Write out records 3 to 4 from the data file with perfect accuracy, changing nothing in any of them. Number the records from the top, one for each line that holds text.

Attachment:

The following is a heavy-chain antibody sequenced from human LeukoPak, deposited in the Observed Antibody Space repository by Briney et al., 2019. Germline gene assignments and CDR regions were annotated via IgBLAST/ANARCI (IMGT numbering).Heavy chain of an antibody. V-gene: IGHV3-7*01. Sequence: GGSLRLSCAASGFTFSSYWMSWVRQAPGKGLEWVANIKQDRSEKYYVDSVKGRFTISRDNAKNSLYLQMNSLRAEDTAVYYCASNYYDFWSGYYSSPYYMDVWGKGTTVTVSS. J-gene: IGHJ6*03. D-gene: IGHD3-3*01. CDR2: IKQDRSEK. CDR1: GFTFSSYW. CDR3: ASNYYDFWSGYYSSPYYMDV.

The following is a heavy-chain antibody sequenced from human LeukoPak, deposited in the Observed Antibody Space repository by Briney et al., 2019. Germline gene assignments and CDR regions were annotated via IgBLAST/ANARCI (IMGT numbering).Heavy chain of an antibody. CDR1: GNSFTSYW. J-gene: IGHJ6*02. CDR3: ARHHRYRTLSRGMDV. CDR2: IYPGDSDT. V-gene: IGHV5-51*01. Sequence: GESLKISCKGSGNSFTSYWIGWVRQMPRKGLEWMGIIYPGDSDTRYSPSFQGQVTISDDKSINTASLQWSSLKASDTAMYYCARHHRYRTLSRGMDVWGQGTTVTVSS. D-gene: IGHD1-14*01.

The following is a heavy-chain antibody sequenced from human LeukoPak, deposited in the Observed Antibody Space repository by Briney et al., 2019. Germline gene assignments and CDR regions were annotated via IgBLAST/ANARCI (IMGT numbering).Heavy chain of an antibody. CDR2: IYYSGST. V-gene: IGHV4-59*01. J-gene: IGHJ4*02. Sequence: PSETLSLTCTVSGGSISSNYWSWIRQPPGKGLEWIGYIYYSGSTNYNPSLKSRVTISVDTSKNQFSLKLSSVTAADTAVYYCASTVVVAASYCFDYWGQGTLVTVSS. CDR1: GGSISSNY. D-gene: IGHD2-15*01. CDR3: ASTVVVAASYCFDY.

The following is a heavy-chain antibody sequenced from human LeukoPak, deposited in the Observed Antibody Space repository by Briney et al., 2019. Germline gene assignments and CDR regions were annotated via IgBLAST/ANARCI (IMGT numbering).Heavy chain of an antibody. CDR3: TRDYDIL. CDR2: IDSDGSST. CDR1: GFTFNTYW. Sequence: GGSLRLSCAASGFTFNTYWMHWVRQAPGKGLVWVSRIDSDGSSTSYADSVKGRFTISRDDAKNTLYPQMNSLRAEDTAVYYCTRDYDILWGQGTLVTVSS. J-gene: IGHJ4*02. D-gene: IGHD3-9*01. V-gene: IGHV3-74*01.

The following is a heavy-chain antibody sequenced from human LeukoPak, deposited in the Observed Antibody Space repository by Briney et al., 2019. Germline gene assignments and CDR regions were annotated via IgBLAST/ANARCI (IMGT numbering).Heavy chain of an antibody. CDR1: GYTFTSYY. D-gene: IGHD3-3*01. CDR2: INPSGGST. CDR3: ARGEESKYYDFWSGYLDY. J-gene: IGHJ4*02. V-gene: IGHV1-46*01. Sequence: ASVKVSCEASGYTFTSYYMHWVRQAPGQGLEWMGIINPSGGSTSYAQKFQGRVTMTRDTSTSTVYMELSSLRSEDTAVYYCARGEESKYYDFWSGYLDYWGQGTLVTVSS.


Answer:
The following is a heavy-chain antibody sequenced from human LeukoPak, deposited in the Observed Antibody Space repository by Briney et al., 2019. Germline gene assignments and CDR regions were annotated via IgBLAST/ANARCI (IMGT numbering).Heavy chain of an antibody. CDR2: IYYSGST. V-gene: IGHV4-59*01. J-gene: IGHJ4*02. Sequence: PSETLSLTCTVSGGSISSNYWSWIRQPPGKGLEWIGYIYYSGSTNYNPSLKSRVTISVDTSKNQFSLKLSSVTAADTAVYYCASTVVVAASYCFDYWGQGTLVTVSS. CDR1: GGSISSNY. D-gene: IGHD2-15*01. CDR3: ASTVVVAASYCFDY.

The following is a heavy-chain antibody sequenced from human LeukoPak, deposited in the Observed Antibody Space repository by Briney et al., 2019. Germline gene assignments and CDR regions were annotated via IgBLAST/ANARCI (IMGT numbering).Heavy chain of an antibody. CDR3: TRDYDIL. CDR2: IDSDGSST. CDR1: GFTFNTYW. Sequence: GGSLRLSCAASGFTFNTYWMHWVRQAPGKGLVWVSRIDSDGSSTSYADSVKGRFTISRDDAKNTLYPQMNSLRAEDTAVYYCTRDYDILWGQGTLVTVSS. J-gene: IGHJ4*02. D-gene: IGHD3-9*01. V-gene: IGHV3-74*01.